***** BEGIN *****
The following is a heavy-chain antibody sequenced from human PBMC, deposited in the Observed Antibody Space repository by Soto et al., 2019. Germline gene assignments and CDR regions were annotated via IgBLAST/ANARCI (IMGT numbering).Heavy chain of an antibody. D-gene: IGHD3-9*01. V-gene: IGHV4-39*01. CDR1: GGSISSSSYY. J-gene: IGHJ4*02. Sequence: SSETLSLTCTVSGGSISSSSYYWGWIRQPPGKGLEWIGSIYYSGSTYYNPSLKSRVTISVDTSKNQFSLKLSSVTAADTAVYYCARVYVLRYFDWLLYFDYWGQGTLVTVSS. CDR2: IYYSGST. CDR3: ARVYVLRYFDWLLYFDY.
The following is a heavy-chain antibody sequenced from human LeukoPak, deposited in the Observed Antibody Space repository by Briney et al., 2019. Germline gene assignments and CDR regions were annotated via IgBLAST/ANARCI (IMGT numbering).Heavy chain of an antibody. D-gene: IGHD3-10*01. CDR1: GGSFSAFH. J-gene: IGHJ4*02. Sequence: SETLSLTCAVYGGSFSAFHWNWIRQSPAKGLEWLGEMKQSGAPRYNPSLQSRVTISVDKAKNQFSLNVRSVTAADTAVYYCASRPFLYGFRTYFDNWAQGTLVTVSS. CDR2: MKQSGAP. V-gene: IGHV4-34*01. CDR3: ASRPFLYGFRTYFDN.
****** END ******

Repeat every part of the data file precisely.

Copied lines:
The following is a heavy-chain antibody sequenced from human PBMC, deposited in the Observed Antibody Space repository by Soto et al., 2019. Germline gene assignments and CDR regions were annotated via IgBLAST/ANARCI (IMGT numbering).Heavy chain of an antibody. D-gene: IGHD3-9*01. V-gene: IGHV4-39*01. CDR1: GGSISSSSYY. J-gene: IGHJ4*02. Sequence: SSETLSLTCTVSGGSISSSSYYWGWIRQPPGKGLEWIGSIYYSGSTYYNPSLKSRVTISVDTSKNQFSLKLSSVTAADTAVYYCARVYVLRYFDWLLYFDYWGQGTLVTVSS. CDR2: IYYSGST. CDR3: ARVYVLRYFDWLLYFDY.
The following is a heavy-chain antibody sequenced from human LeukoPak, deposited in the Observed Antibody Space repository by Briney et al., 2019. Germline gene assignments and CDR regions were annotated via IgBLAST/ANARCI (IMGT numbering).Heavy chain of an antibody. D-gene: IGHD3-10*01. CDR1: GGSFSAFH. J-gene: IGHJ4*02. Sequence: SETLSLTCAVYGGSFSAFHWNWIRQSPAKGLEWLGEMKQSGAPRYNPSLQSRVTISVDKAKNQFSLNVRSVTAADTAVYYCASRPFLYGFRTYFDNWAQGTLVTVSS. CDR2: MKQSGAP. V-gene: IGHV4-34*01. CDR3: ASRPFLYGFRTYFDN.